RICE, the Kano model, and other mathematical models of prioritization offer a method to boil down complex information into easy scores. What happens when we take them to their extreme - and use them as the Product Managers themselves?

So, it’s another start to another day.

You walk in the door, check your Slack, and there’s a couple enhancement requests from the support team, another feature idea from the sales team. You attend stand-up, and the engineers mention a new piece of tech debt that’ll only get worse the longer it’s ignored. When you wrap your day interviewing a user, they’ll describe all the UX issues (and that one critical bug) that makes their everyday workflows tedious and frustrating.

It’s all important to somebody, but it can’t all get done in the day, the month, the quarter. Your team doesn’t have infinite time, or people, to design, build, and sell it all. Somebody needs to prioritize those problems. And that person is you, the Product Manager.

If it feels like an intense responsibility, it certainly can be at times. Choose the wrong item, and customers churn, sales demos suffer

But what if it didn’t have to be like this? What if you could outsource?

There are a myriad of different product management prioritization formulas: the Kano model, RICE, value-vs-cost, and so on. Each offers a pleasant solution to the prioritization dilemma: instead of a flawed human

Let’s try thinking about this a little more a

requests from Sales, Customer Success, and customers themselves,

We might formulate the work of Product Management by dramatically simplifying the tasks, then adding consequential layers of complexity on top.

Product Managers live in an environment where they receive a boundless number of enhancements, requests, and ideas from a variety of stakeholders, customers, and prospects. These may come in the form of bugs, enhancement requests, features on a roadmap, or individual user stories. In essence, all of these might be seen as an array of problems (P), which may later in the process be paired with a specific solution (S). We simplify by assuming that for each prescribed solution suggested from a stakeholder, customer, or prospect, the Product Manager will conduct the work necessary to retroactively understand and describe the problem, and focus on solving the problem in general.

In this framework, the job of the Product Manager is, in essence, to decide the small number of Problems to be given a refined solution. In the majority of situations, Product Managers also collaborate with a team of designers and engineers to decide upon, validate, and test a solution to this problem. We first consider the “earlier” job of the Product Manager, namely to decide what problem to bring to a team of designers & engineers for a solution.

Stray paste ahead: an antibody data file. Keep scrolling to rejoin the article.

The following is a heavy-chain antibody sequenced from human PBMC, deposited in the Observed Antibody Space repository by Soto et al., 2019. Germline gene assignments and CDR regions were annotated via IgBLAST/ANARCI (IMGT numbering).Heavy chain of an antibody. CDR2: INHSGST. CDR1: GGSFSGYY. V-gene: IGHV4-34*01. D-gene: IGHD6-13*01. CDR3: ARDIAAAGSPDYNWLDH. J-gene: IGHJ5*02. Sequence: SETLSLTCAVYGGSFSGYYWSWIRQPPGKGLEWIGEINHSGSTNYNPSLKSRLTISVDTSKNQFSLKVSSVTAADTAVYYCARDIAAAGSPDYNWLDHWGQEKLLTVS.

Let us simplify further. In this ideal world, the Product Manager can discern with exact precision both the **value (V) **and the **cost (C)** of solving any given problem.

- We measure value in
**dollars retained or gained**by the business if the problem is to be solved. This applies both to critical bugs that will cause a customer to churn, and to important new features that will cause a prospect to be won. - We measure cost (c) in
**person-days spent accomplishing the problem’s solution.** - In truth, Cost should be measured in
**dollars spent by the business employing a workforce to solve the problem**. However, this would require approximate salary information for all team members associated with solving the problem, a task tedious at best and an HR violation at worst. - Here instead, we make the naive assumption that
**all staff members are paid an equal amount.**

And so, we have our first, naive model of what and how Product Management is. It is the act of first discovering the set of all problems P, and investigating each thoroughly such that each is associated with a value V. Finally, the product manager eventually learns to associate each with its own solution, or facilitates this discussion with the team.

```
[((P1: V1), (S1: C1)), ((P2: V2), (S2: C2)), ..., ((PN: VN), (SN: CN))]
# ^ greatest value ^ least value
```

Finally, with these numbers at play, the proper approach to Product Management is simple. Find the problems with the greatest value-to-cost ratio. Sort by their value-to-cost ratio, and continue indefinitely, with each one earning the business money.

Now that we have a simplistic mathematical approach to Product Management, we can discern how exactly Product Management must remain an art, and not a science.

Even within this idealized world of perfect knowledge of problems and solutions, consider the following: